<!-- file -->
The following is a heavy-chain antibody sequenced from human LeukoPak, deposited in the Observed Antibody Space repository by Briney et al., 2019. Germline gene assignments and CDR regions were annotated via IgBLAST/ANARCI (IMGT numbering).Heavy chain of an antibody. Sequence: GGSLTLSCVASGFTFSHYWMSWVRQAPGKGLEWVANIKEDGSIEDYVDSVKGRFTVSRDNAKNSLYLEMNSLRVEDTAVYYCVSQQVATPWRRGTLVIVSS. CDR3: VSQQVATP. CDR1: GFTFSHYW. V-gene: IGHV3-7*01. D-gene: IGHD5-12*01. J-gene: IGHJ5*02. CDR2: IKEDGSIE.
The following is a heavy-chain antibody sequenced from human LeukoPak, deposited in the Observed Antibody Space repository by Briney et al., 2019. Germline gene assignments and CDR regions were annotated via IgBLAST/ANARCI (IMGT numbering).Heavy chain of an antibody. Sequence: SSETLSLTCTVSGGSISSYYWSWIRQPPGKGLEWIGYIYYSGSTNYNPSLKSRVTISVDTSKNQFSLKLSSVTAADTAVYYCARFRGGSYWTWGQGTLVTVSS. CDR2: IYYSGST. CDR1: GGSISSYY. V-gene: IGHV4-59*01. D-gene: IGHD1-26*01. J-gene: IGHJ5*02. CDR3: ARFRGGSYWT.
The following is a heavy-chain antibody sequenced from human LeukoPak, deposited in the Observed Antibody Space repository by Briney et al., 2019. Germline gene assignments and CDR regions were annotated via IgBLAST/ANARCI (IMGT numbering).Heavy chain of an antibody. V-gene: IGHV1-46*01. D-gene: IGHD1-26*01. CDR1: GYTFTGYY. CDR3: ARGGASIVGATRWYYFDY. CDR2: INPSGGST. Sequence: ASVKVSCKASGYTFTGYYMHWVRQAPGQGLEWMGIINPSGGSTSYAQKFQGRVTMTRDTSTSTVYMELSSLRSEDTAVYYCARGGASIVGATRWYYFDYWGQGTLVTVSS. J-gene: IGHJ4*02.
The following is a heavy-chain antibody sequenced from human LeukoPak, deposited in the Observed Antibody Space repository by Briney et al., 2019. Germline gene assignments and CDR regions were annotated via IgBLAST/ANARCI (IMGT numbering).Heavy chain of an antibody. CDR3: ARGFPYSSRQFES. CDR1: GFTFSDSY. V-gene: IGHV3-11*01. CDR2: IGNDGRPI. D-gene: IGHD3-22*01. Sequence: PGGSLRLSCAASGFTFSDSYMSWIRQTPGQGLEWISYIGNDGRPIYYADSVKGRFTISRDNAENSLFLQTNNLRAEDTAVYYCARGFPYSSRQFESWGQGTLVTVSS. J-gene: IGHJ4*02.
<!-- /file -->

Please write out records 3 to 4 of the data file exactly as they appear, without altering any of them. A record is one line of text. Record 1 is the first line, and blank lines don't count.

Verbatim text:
The following is a heavy-chain antibody sequenced from human LeukoPak, deposited in the Observed Antibody Space repository by Briney et al., 2019. Germline gene assignments and CDR regions were annotated via IgBLAST/ANARCI (IMGT numbering).Heavy chain of an antibody. V-gene: IGHV1-46*01. D-gene: IGHD1-26*01. CDR1: GYTFTGYY. CDR3: ARGGASIVGATRWYYFDY. CDR2: INPSGGST. Sequence: ASVKVSCKASGYTFTGYYMHWVRQAPGQGLEWMGIINPSGGSTSYAQKFQGRVTMTRDTSTSTVYMELSSLRSEDTAVYYCARGGASIVGATRWYYFDYWGQGTLVTVSS. J-gene: IGHJ4*02.
The following is a heavy-chain antibody sequenced from human LeukoPak, deposited in the Observed Antibody Space repository by Briney et al., 2019. Germline gene assignments and CDR regions were annotated via IgBLAST/ANARCI (IMGT numbering).Heavy chain of an antibody. CDR3: ARGFPYSSRQFES. CDR1: GFTFSDSY. V-gene: IGHV3-11*01. CDR2: IGNDGRPI. D-gene: IGHD3-22*01. Sequence: PGGSLRLSCAASGFTFSDSYMSWIRQTPGQGLEWISYIGNDGRPIYYADSVKGRFTISRDNAENSLFLQTNNLRAEDTAVYYCARGFPYSSRQFESWGQGTLVTVSS. J-gene: IGHJ4*02.